12 TIPS TO KEEP YOUR DOG WARM/COOL/SAFE THIS CHRISTMAS
12 TIPS TO KEEP YOUR DOG WARM/COOL/SAFE THIS CHRISTMAS
by Peter Mitchell
It’s Christmas time and that means chilly weather, maybe some snowstorms in the northern hemisphere and heatwaves in the southern hemisphere.
A white Christmas in Chicago, Montreal, French Alps, Great Britain, Switzerland and Germany is on the cards.
Down south in Australia, Brazil, Argentina, New Zealand, Antarctica (OK, we’re joking about Antarctica) and other sweaty locales, it is summer. Santa Claus is dressed in board shorts and delivers presents on a magic surfboard. You didn’t know that?
So, with different weather in different parts of the world, this Christmas we need to make sure our beloved dogs are kept safe from the elements and other hazards.
Here’s 12 tips:
- The ASPCA has a great tip for animal owners. Wondering if your pet is cold or hot? How are you feeling? Are you hot? Are you cold? The ASPCA says “if it is too cold for you, it’s probably too cold for your pet”. Makes sense, right?
- What breed is your dog? That is a key question. The American Kennel Club notes dogs with short heads and snouts like Bulldogs, Boxers, Japanese Chin and Pekingese have a tough time in heat because they do not pant as efficiently as longer nosed doggos. On hot days they suggest keeping these types of dogs inside with air-conditioning.
- Just like Halloween, some pet owners love to dress their dogs in costumes at Christmas. A Santa, Elf or Rudolph the Red Nose Reindeer costume might look cute but is it safe for your pet? Some dogs get stressed in a costume no matter how well designed it is. Some costumes are poorly designed and can restrict an animals’ movement and may hinder breathing. Dogs may show they are stressed by licking their lips, yawning, standing still or panting.
- If you live in an area hit by snow, there’s plenty of hazards to look out for. If you take your pooch out for a walk, make sure you wash and dry their feet and stomach when you return home. Ice melt and other chemicals that can irritate them. The same with summer yard chemicals. Keep your dogs off lawns that have been chemically treated or fertilized. Some plants can also be poisonous if your curious pal decides to chew on them.
- No matter the weather outside your pooch needs to poop and pee. Make sure there is a comfortable, safe place for them to seek relief. We have the perfect solution. Porch Potties come in different sizes and can be used inside and out. If you leave it near the backdoor pooch can run out, do his/her business and scamper back inside and relax by the fireplace or on the cool tiles of your kitchen.
- Grooming can be critical as the seasons change. If you’re heading into a balmy hot, sweaty summer then your doggo might need a haircut. That will help keep them cool. If snowstorms are in your weather forecast, then giving pooch a shave down should be avoided. Keeping your fur baby furry in winter will help keep them warm. They still need haircuts. Long-haired dogs can pick up salt crystals, chemicals, mud, clinging ice balls and other hazards on walks so make sure you keep an eye on that. Their hair between their toes also needs trimming.
- Your dog will enjoy this tip. In winter months it is suggested to feed your four-legged mate a little extra. They burn more calories to keep warm. Of course, whether it is hot or cold make sure there is plenty of fresh water for them to drink. They need to remain hydrated.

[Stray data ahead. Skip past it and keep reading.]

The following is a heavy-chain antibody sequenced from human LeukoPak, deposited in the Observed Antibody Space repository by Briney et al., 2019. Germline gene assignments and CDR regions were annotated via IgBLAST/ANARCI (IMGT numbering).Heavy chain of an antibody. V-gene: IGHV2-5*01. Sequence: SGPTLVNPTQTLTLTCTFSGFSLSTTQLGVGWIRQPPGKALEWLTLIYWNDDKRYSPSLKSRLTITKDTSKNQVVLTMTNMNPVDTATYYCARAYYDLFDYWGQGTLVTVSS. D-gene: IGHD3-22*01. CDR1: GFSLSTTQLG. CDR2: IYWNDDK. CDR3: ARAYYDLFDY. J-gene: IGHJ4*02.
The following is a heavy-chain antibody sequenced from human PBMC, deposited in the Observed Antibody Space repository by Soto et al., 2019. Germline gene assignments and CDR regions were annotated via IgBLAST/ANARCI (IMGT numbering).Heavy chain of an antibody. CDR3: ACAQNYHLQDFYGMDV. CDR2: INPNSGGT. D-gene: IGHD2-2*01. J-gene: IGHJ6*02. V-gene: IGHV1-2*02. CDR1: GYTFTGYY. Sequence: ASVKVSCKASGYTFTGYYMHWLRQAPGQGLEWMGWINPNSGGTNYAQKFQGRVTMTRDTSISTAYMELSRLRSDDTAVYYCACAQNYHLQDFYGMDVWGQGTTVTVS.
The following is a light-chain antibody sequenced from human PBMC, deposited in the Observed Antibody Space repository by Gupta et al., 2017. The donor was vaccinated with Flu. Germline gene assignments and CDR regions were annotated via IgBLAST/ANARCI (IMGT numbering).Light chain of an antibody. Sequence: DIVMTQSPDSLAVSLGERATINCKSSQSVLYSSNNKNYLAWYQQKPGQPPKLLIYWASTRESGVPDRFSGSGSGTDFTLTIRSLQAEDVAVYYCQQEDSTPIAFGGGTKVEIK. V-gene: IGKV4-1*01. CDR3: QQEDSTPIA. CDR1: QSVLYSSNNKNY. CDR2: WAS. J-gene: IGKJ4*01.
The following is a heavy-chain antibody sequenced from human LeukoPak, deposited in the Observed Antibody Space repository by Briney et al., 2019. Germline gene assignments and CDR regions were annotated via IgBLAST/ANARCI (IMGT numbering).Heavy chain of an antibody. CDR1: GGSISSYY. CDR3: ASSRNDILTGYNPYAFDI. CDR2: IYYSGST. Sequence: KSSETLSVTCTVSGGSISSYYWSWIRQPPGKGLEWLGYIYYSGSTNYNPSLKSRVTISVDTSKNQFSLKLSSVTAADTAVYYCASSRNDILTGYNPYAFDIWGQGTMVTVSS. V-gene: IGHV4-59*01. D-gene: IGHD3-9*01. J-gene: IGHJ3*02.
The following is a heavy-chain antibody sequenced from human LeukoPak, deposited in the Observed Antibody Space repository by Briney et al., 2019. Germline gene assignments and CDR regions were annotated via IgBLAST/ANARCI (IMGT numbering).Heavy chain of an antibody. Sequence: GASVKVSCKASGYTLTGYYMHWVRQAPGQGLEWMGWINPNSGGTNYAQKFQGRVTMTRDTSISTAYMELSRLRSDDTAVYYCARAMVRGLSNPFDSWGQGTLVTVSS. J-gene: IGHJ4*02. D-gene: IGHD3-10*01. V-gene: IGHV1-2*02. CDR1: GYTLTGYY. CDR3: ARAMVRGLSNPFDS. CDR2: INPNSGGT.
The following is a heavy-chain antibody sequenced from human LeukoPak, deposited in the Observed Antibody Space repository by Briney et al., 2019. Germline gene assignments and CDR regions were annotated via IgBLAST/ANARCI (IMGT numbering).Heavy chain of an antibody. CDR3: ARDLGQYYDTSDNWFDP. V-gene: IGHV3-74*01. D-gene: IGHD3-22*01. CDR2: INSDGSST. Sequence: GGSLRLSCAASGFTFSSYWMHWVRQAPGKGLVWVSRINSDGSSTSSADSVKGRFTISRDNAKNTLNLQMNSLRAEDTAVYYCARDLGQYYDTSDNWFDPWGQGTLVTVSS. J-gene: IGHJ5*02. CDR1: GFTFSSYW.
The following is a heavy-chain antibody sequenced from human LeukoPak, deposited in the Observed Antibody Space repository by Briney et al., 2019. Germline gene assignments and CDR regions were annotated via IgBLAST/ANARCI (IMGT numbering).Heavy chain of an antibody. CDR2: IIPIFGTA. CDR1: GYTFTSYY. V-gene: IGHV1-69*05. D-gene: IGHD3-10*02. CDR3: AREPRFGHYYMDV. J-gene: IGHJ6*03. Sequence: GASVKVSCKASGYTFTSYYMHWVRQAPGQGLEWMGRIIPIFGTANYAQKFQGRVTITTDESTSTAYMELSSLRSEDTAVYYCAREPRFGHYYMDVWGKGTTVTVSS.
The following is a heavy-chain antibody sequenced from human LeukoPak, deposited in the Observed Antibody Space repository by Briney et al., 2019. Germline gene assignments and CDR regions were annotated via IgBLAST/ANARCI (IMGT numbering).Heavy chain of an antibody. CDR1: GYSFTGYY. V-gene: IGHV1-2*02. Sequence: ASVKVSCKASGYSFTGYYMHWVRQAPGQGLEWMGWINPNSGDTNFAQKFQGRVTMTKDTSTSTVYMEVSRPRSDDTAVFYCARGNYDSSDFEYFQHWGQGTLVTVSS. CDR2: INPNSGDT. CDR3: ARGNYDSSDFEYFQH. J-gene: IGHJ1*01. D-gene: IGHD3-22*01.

- Our dogs are curious creatures and always sniffing around the home or garage. Make sure chemicals are out of reach. In summer you may have chemicals for your pool and lawn and in winter you have anti-freeze, ice melt and other hazardous products on hand. They can be lethal if Rover decides to taste them.
- Where does your dog sleep? In winter make sure they are snoozing, whether in a crate or on a dog bed, away from drafts. A warm, but safely fitted jacket could be a great addition to your dog’s sleep routine. In summer, cool drafts may be welcome in your pup’s sleeping quarters. You need to make sure they are not going to overheat. Check out Porch Potty’s bed. It is super comfortable.
- Your doggo needs it if it is hot or cold. Doghouses are not good shelters in summer because they can trap heat and become unsafe. The great minds at Porch Potty came up with brilliant options to keep your dog cool, warm, comfortable … and basically living like a king or queen. Porch Potty has a line of canopies. You can attach them to your Porch Potty to protect your pooch from heat, rain and snow. Porch Potty also has the super comfortable dog beds that also come with a canopy.
- Your doggo needs it if it is hot or cold. Doghouses are not good shelters in summer because they can trap heat and become unsafe. The great minds at Porch Potty came up with brilliant options to keep your dog cool, warm, comfortable … and basically living like a king or queen. Porch Potty has a line of canopies. You can attach them to your Porch Potty to protect your pooch from heat, rain and snow.
- If you’re walking your dogs in cold conditions keep them on the leash. The weather might be OK for a walk at the time, but that can change quickly. If your doggo runs off and a snowstorm later hits … well, we don’t want to think about it. And of course, never leave your dog in a car whether it is hot or cold. The temperature in a car can skyrocket or plummet and be lethal for your pup.
- When it heats up your furry pal loves a cool bath or swim. The safe option is to get a child-sized wading pool. Put some fresh water in and pooch will feel like he is in heaven as he has a soak. It’s the equivalent of creating a pet spa in your backyard. You should also use sunscreen. Dogs with short hair, white fur and pink skin are at most risk of sunburn. Dogs need sunscreen on their ears, nose and coats.